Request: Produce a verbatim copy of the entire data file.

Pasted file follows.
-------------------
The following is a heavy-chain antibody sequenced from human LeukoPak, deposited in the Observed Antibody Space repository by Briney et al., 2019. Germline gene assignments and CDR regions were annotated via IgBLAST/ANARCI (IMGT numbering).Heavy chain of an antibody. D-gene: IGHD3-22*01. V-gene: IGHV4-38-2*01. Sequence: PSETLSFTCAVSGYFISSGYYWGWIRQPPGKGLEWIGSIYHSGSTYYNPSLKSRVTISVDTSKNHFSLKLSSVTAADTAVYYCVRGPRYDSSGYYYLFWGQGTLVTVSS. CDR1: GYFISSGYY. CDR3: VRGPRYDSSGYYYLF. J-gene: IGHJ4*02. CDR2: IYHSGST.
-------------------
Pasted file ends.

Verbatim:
The following is a heavy-chain antibody sequenced from human LeukoPak, deposited in the Observed Antibody Space repository by Briney et al., 2019. Germline gene assignments and CDR regions were annotated via IgBLAST/ANARCI (IMGT numbering).Heavy chain of an antibody. D-gene: IGHD3-22*01. V-gene: IGHV4-38-2*01. Sequence: PSETLSFTCAVSGYFISSGYYWGWIRQPPGKGLEWIGSIYHSGSTYYNPSLKSRVTISVDTSKNHFSLKLSSVTAADTAVYYCVRGPRYDSSGYYYLFWGQGTLVTVSS. CDR1: GYFISSGYY. CDR3: VRGPRYDSSGYYYLF. J-gene: IGHJ4*02. CDR2: IYHSGST.